The National: High Anxiety
The results of the push-and-pull that make up High Violet take longer to reveal themselves than on the previous two records. The bombast is tempered (“Conversation 16,” “Bloodbuzz Ohio”) while the ethereality is turned up courtesy of composed string and horn sections (“Little Faith,” “Runaway”) along with angelic backing vocals (“Sorrow,” “Afraid of Everyone”).
The Dessners’ meticulous, interwoven guitars and Bryan’s polyrhythmic drumming still provide the foundation while Scott’s bass seems to slipstream behind singer’s vocals more than ever. The songs are nuanced—if you don’t listen to them loud or with headphones, you’ll likely miss much of their detail. One song, “You Were a Kindness,” from the sessions remains unreleased (“Sin-Eaters” and “Walk Off” appear as B-Sides).
Berninger’s lyrics have changed their tone as well. While the hallmarks of his writing, like insect references, are still there—“I was carried to Ohio in a swarm of bees” or “It’s a terrible love and I’m walking with spiders”—the songs’ narrator seems to be coping with his failures and loss, appreciative to have had something to lose in the first place.
“The bitterness of a relationship song like ‘Available’—I don’t think I’ll ever feel that bitter again,” says Berninger of the Sad Songs composition. “I’m not going to write a tough, mean song because I know people love those kinds of songs. I could never do that. I have to write about things that are true, at least on an emotional level, and that’s why I think being married and having a kid has made my emotional core completely different.
“I don’t care as much about being a glowing young ruffian or single bachelor Casanova,” he continues, referencing Alligator’s “Racing Like a Pro.” “All that stuff, it’s no longer something that has any weight to it—in my soul, head or anything—because I’m right where I want to be.”
As Berninger walks up Avenue of the Americas after leaving the bar, Radio City’s marquee comes into view. The band’s name has already been removed, supplanted by New Kids on The Block and Widespread Panic.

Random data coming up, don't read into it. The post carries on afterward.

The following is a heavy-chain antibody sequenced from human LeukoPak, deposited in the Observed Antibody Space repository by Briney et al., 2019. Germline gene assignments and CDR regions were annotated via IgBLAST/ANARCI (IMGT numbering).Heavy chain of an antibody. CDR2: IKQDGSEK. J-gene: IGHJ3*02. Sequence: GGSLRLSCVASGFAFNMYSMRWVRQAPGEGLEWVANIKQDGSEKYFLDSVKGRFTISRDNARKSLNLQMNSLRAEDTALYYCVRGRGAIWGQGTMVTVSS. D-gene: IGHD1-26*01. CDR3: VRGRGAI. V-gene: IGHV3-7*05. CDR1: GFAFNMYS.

Just last night he was playing to 6,000 people there, climbing across one end of the first balcony to the other as he sang “Mr. November” toward the end of the show. “It’s like, ‘OK, the show’s almost over, we’ve survived another one’ and that feels good,” he says of his forays into the audience. “There’s a big desire—a physical need—to get in there with the people you’ve been standing in front of for an hour and a half.”
Not that the show was flawless for him. A third of the way through, he repeated the same line twice during “Vanderlyle Crybaby Geeks.” Berninger thinks he likely lost concentration by looking at the crowd too much—perhaps questioning why a few people were sitting down in the front.
“If you come to enough shows, you’ll see us have these minor meltdowns,” he says. “They’re quiet meltdowns, they’re all internal mostly, but you can see it. The tension is palpable.” Whereas a few years ago the anxiety of such a moment might have ruined a performance for Berninger, he can now handle the turbulence.
“It’s still excruciating when you’re in that moment, but at least I’ve been able to put my head on the other side and say, ‘You’ll get past this,’” he says. “‘Maybe you can pull it together on the next song or the one after that.’”
In honor of Umphrey’s McGee’s return to Summer Camp this weekend, we present the group’s Brendan Bayliss and Jake Cinninger performing this version of “The Pequod” from UM’s Anchor Drops.
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Here is the new video from Serbian guitar ace Ana Popovic. “Object Of Obsession” appears on her latest album Can You Stand The Heat.
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